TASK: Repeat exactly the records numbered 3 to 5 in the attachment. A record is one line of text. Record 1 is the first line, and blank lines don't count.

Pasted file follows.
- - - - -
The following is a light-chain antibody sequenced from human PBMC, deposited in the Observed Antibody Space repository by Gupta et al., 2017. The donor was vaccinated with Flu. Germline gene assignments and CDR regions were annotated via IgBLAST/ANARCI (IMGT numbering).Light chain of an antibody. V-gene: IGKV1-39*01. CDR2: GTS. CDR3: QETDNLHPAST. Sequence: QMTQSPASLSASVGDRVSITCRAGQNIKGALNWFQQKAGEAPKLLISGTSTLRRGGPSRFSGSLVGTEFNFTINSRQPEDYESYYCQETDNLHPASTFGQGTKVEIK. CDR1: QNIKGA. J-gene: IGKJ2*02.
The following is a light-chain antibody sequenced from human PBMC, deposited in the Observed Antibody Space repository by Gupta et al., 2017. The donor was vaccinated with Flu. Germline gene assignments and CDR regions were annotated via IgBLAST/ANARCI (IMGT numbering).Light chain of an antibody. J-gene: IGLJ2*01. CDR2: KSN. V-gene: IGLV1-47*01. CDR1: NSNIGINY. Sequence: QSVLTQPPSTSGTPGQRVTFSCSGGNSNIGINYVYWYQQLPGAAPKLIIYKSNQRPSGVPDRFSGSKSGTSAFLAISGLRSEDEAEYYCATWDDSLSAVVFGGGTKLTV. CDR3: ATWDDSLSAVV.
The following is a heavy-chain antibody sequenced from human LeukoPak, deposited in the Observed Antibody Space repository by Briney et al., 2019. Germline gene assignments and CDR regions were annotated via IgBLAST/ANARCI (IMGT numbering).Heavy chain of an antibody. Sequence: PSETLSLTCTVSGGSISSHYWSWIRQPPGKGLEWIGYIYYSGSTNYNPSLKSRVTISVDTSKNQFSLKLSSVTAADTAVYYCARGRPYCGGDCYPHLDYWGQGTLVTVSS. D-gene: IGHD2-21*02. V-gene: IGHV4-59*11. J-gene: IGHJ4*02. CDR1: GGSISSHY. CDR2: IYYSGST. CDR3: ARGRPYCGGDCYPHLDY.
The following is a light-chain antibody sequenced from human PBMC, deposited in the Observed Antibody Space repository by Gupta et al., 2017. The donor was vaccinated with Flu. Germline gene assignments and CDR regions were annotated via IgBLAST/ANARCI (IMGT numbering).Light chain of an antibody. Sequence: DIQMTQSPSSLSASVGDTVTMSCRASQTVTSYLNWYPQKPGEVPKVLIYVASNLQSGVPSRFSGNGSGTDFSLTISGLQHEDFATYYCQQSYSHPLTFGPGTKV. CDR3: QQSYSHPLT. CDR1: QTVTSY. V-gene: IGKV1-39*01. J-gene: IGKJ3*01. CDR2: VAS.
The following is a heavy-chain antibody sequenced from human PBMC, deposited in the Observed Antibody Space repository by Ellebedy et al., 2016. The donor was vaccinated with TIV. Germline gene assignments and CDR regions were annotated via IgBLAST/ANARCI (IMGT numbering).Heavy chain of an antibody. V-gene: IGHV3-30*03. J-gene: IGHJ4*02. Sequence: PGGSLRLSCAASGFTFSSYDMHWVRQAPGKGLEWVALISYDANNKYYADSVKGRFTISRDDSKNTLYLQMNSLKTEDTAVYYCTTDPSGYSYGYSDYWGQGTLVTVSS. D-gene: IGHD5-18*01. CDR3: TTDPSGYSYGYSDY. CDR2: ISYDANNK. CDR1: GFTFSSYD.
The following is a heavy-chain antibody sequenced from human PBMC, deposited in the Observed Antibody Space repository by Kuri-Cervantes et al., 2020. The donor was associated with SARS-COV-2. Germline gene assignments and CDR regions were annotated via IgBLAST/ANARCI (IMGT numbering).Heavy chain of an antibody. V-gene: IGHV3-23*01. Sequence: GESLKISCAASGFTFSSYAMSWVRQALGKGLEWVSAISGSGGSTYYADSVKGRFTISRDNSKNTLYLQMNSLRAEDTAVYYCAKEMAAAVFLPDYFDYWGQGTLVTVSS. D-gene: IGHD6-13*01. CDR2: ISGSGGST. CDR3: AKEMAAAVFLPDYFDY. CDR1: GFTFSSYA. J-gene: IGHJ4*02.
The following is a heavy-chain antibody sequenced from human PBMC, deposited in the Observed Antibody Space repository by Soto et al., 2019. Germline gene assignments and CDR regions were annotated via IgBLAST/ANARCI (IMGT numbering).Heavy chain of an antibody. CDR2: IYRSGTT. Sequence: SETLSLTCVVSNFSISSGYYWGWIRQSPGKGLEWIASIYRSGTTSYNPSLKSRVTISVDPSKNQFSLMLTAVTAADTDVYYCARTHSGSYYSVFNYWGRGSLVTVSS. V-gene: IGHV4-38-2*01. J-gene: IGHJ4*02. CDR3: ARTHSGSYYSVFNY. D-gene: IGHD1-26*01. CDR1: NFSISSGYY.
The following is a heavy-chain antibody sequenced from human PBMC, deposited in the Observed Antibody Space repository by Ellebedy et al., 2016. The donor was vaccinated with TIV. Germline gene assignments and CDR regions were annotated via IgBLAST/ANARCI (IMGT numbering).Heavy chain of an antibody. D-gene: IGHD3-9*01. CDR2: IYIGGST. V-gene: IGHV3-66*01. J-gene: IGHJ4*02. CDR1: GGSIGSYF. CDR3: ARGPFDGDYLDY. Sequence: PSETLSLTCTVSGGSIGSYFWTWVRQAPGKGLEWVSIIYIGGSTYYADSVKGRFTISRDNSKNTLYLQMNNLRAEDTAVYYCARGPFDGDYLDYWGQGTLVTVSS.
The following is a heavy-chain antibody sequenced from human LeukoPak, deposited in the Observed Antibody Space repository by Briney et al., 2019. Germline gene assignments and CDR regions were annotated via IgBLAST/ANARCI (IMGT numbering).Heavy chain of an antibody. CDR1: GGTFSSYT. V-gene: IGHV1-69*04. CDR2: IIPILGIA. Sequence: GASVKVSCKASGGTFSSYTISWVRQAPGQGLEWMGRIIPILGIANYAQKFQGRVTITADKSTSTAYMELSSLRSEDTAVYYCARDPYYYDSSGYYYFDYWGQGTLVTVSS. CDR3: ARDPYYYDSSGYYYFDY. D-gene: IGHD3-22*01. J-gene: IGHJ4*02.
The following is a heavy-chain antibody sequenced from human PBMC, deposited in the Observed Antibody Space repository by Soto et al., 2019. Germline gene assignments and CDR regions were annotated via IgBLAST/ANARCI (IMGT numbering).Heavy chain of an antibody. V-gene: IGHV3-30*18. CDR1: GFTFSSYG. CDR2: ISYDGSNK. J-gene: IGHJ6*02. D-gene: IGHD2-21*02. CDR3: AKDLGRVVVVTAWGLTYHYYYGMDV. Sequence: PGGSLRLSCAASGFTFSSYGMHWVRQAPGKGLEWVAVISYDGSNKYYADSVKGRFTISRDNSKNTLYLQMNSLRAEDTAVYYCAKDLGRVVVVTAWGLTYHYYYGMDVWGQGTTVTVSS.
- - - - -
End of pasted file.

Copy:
The following is a heavy-chain antibody sequenced from human LeukoPak, deposited in the Observed Antibody Space repository by Briney et al., 2019. Germline gene assignments and CDR regions were annotated via IgBLAST/ANARCI (IMGT numbering).Heavy chain of an antibody. Sequence: PSETLSLTCTVSGGSISSHYWSWIRQPPGKGLEWIGYIYYSGSTNYNPSLKSRVTISVDTSKNQFSLKLSSVTAADTAVYYCARGRPYCGGDCYPHLDYWGQGTLVTVSS. D-gene: IGHD2-21*02. V-gene: IGHV4-59*11. J-gene: IGHJ4*02. CDR1: GGSISSHY. CDR2: IYYSGST. CDR3: ARGRPYCGGDCYPHLDY.
The following is a light-chain antibody sequenced from human PBMC, deposited in the Observed Antibody Space repository by Gupta et al., 2017. The donor was vaccinated with Flu. Germline gene assignments and CDR regions were annotated via IgBLAST/ANARCI (IMGT numbering).Light chain of an antibody. Sequence: DIQMTQSPSSLSASVGDTVTMSCRASQTVTSYLNWYPQKPGEVPKVLIYVASNLQSGVPSRFSGNGSGTDFSLTISGLQHEDFATYYCQQSYSHPLTFGPGTKV. CDR3: QQSYSHPLT. CDR1: QTVTSY. V-gene: IGKV1-39*01. J-gene: IGKJ3*01. CDR2: VAS.
The following is a heavy-chain antibody sequenced from human PBMC, deposited in the Observed Antibody Space repository by Ellebedy et al., 2016. The donor was vaccinated with TIV. Germline gene assignments and CDR regions were annotated via IgBLAST/ANARCI (IMGT numbering).Heavy chain of an antibody. V-gene: IGHV3-30*03. J-gene: IGHJ4*02. Sequence: PGGSLRLSCAASGFTFSSYDMHWVRQAPGKGLEWVALISYDANNKYYADSVKGRFTISRDDSKNTLYLQMNSLKTEDTAVYYCTTDPSGYSYGYSDYWGQGTLVTVSS. D-gene: IGHD5-18*01. CDR3: TTDPSGYSYGYSDY. CDR2: ISYDANNK. CDR1: GFTFSSYD.